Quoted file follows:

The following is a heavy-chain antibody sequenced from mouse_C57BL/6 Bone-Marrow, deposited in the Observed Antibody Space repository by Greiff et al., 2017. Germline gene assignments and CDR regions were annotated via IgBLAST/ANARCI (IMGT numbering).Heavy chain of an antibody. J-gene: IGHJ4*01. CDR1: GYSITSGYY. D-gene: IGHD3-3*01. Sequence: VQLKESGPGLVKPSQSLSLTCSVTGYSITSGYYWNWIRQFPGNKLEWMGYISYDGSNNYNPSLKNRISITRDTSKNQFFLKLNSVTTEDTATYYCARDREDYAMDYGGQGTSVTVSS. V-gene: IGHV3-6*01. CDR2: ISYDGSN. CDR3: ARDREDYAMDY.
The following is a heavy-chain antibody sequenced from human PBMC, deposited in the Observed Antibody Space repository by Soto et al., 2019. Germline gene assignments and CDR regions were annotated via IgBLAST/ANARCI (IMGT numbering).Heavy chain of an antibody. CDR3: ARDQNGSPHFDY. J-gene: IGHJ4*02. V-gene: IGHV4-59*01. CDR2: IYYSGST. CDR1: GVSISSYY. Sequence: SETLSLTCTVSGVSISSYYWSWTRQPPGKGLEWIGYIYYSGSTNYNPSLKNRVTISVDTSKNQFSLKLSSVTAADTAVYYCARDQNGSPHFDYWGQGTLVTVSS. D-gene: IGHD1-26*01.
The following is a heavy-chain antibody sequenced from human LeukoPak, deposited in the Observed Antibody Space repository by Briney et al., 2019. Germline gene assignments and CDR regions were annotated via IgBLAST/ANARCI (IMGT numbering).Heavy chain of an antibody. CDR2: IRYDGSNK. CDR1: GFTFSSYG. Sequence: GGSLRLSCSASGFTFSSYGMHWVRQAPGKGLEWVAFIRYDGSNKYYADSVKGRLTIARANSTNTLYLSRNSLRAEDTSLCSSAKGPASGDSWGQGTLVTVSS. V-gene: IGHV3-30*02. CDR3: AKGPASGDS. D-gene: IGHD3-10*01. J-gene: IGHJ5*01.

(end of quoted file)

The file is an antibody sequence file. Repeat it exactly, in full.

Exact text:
The following is a heavy-chain antibody sequenced from mouse_C57BL/6 Bone-Marrow, deposited in the Observed Antibody Space repository by Greiff et al., 2017. Germline gene assignments and CDR regions were annotated via IgBLAST/ANARCI (IMGT numbering).Heavy chain of an antibody. J-gene: IGHJ4*01. CDR1: GYSITSGYY. D-gene: IGHD3-3*01. Sequence: VQLKESGPGLVKPSQSLSLTCSVTGYSITSGYYWNWIRQFPGNKLEWMGYISYDGSNNYNPSLKNRISITRDTSKNQFFLKLNSVTTEDTATYYCARDREDYAMDYGGQGTSVTVSS. V-gene: IGHV3-6*01. CDR2: ISYDGSN. CDR3: ARDREDYAMDY.
The following is a heavy-chain antibody sequenced from human PBMC, deposited in the Observed Antibody Space repository by Soto et al., 2019. Germline gene assignments and CDR regions were annotated via IgBLAST/ANARCI (IMGT numbering).Heavy chain of an antibody. CDR3: ARDQNGSPHFDY. J-gene: IGHJ4*02. V-gene: IGHV4-59*01. CDR2: IYYSGST. CDR1: GVSISSYY. Sequence: SETLSLTCTVSGVSISSYYWSWTRQPPGKGLEWIGYIYYSGSTNYNPSLKNRVTISVDTSKNQFSLKLSSVTAADTAVYYCARDQNGSPHFDYWGQGTLVTVSS. D-gene: IGHD1-26*01.
The following is a heavy-chain antibody sequenced from human LeukoPak, deposited in the Observed Antibody Space repository by Briney et al., 2019. Germline gene assignments and CDR regions were annotated via IgBLAST/ANARCI (IMGT numbering).Heavy chain of an antibody. CDR2: IRYDGSNK. CDR1: GFTFSSYG. Sequence: GGSLRLSCSASGFTFSSYGMHWVRQAPGKGLEWVAFIRYDGSNKYYADSVKGRLTIARANSTNTLYLSRNSLRAEDTSLCSSAKGPASGDSWGQGTLVTVSS. V-gene: IGHV3-30*02. CDR3: AKGPASGDS. D-gene: IGHD3-10*01. J-gene: IGHJ5*01.